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Re: carnivorism question

Oct 23, 1999 01:45 PM
by Hazarapet

In a message dated 10/22/99 7:52:44 AM Central Daylight Time,

> Thank you Grigor.  That's a relief.
>  I am searching for an understanding based upon reason, logic, data,
>  believable experiences.
>  These are the underpinnings  and the empirical evidence I'm looking for,
>  references to dogma or mere fanciful mental constructions.

Fine, but what is empirical evidence is itself an issue and can not
be taken as an immediately obvious concept that allows us to
use the phrase "empirical evidence" without examination.  "Logic"
I will grant is clear enough but the concept of reason is another one
that needs further examination.  It is either an equivocal term or
there are five or six different concepts that share the same word or
there is a single concept of what reason is that unites these meanings
in an illuminating and explanatory fashion.  For example, reason can be
used to mean

1. logically consistent or not contradictory,
2. "He has utterly lost his reason;" where the word seems to be
a synonym for sane, not logical because an insane person
can be extremely logical.
3. "come on, can't you be reasonable" seems to use the
word to mean "socially cooperative"
4.  "The plan seems reasonable" seems to mean, depending upon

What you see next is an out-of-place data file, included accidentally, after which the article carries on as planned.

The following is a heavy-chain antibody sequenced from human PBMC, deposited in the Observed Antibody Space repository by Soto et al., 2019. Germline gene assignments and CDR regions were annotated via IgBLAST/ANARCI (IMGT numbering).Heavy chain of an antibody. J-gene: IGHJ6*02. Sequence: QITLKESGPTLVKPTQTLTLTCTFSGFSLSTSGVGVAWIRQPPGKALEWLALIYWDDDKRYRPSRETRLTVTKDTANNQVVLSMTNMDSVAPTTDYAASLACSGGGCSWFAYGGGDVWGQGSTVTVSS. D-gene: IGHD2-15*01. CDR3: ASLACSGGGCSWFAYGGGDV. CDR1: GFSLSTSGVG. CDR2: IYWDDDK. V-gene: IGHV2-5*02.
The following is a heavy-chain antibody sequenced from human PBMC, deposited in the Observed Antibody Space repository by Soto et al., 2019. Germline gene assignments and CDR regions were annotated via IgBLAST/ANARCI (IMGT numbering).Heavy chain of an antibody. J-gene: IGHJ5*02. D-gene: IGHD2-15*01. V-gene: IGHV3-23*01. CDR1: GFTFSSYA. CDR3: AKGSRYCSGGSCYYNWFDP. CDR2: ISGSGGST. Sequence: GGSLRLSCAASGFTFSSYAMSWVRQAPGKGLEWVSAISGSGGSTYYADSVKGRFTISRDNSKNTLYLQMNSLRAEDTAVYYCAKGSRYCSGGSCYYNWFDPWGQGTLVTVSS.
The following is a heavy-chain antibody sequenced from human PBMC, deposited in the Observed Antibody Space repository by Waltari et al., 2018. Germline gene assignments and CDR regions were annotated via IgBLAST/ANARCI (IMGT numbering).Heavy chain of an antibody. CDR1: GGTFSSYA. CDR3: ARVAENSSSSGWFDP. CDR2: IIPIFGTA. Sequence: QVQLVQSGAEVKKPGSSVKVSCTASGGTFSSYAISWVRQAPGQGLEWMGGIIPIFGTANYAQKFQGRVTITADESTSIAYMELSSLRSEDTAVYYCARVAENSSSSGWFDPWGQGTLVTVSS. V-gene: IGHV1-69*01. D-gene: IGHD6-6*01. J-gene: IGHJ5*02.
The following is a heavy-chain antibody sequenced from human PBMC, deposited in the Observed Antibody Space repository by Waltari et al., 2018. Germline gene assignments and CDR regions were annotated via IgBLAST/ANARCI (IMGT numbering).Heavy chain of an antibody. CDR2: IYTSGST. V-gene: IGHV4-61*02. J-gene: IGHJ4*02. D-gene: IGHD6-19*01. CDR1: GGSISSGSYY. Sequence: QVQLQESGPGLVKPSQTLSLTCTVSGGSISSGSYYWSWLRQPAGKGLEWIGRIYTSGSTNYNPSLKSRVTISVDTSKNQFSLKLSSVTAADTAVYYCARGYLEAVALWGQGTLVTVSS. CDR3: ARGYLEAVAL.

context, either that the means chosen are likely to realize the goal, or
the goal itself is probable of success, or the plan is a social compromise
that will please all parties, and so on.

I could give more but it should be evident that the word "reason" apparently
has many meanings and so it is not clear what you mean by the term.
And now, you've added "believable experiences" to the list.  What is the
criteria that demarcates a "believable experience" off from the more general
category of
experience?  Long time ago, I took my son to see Father Frost (Russian and
Armenian Santa Claus).  It was a guy dressed up but he was convincing actor
who provided my son with what could be called a "believable experience" since
the phrase has so far been left undefined.  If I'm in desert and see water,
experience may be belief-producing (even if belief that there is water may
be mistaken) or if I am at Holy Roller frothing at the mouth and rolling on
the floor prayer meeting, it may look like psycho-somatically self-induced
spiritual rabies to me, but those undergoing the experience come to believe.
Without specification of what you mean, all these are believable experiences
because they are convincing (with my son) or because they cause belief states
in those who undergo them (my desert mirage or holy rollers self-induced
seizures).  Then there are other experiences that seem to be cause beliefs
in those who undergo them that are true.  If you mean the later and not the
what is it that makes the later indeed the later?


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